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. Last Updated: 07/27/2016

Kvas: Heady Nostalgia, Flat Sales

There are eight 45,000-liter drums lined up at the edge of the yard of the Ostankino Experimental Factory for Non-Alcoholic Drinks. Whatever is in them, it is not kvas.


The tanks have outlasted their usefulness by at least two years, said plant worker Tatyana Zhdanova dolefully, as the sweet brown liquid cascaded through a large hose into the back of a truck. Ever since foreign interlopers such as Coke and Pepsi arrived on the scene, consumption of Russia's second national drink has been sliding downward fast, said officials at the city's main kvas plant.


She points up at a single 25,000-liter reservoir. Then, in contrast, she looks at a stumpy 10,000-liter holding tank.


"This is all we need these days," she said, shaking her head in disgust.


In June, Interfax published an opinion poll claiming that kvas remains the most popular non-alcoholic drink among Russians. The beer-like drink, which is made with fermented yeast, has been a vital part of Russia's summer culture for generations -- praised for its nostalgia quotient and its miraculous healing properties. When Russia converted to Orthodoxy, Prince Vladimir supposedly ordered barrels of kvas (from the verb kvasit', to ferment) to be ladled out to people in the street by way of celebration.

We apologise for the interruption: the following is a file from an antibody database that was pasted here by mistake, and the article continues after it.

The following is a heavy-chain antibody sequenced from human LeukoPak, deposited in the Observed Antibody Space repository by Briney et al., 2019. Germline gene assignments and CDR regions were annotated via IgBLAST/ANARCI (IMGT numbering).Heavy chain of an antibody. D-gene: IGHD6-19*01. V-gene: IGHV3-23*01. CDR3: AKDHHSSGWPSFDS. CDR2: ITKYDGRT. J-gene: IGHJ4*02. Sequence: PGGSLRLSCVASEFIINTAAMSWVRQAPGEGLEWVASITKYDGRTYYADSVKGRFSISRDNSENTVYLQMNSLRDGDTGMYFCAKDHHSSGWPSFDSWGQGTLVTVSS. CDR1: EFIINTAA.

As this summer heated up, 19 percent of 1,209 Russians across the nation still said they preferred the drink to Pepsi, Fanta or Coke. But that is little comfort for the city's kvas producers, who have watched their trade dry up over the last two years.


The factory used to supply around 500 kiosks with about 3 million liters of kvas a summer, but now that number has dwindled to 150,000 liters. The price has climbed from kopeks to about 500 rubles a liter, which is comparable to most other soft drinks.


Sergei Mironov, the factory's assistant director, said kvas could make a comeback if there were money for advertising.


"If we had the money for advertisements -- posters with a hand holding a bottle of kvas, for instance -- then we would sell more," he said. "It's a tough market."


From the truck, the factory's kvas will be handed over to kiosks across the city, where kvas is distributed razlyv, or on tap, into customers' bottles. The kiosk business, too, has dropped off dramatically, vendors say.


Ten years ago, the kvas distributor on Ulitsa Babushkina Petchika sold 900 liters per day, at a price of 6 kopeks apiece, said manager Andrei Bystol. Now, he is lucky to sell 350 liters, at a rate of 500 rubles. Another outlet in south Moscow said its trade is down from 1,200 liters a day five years ago to 600 liters a day now. Yeva Strakhova, commercial director of the Russian Kvas store on Ulitsa Menzhinskovo, said it has become vastly more practical to make kvas at home. Her shop's sales have dropped from 1 1/2 tons a day to 300 liters.


"It's more expensive than beer now," she explained. "No housewife would pay that much for something she could make herself."


But all of them defended the honor of the drink, and the part it still plays in Russian life.


"Our kvas is the best in the region, possibly in the country," said Lyudmila Yakushina, who has worked as a manager in the Ostankino factory for 15 years. "I love our kvas. Our kvas is real kvas. It's Russian kvas."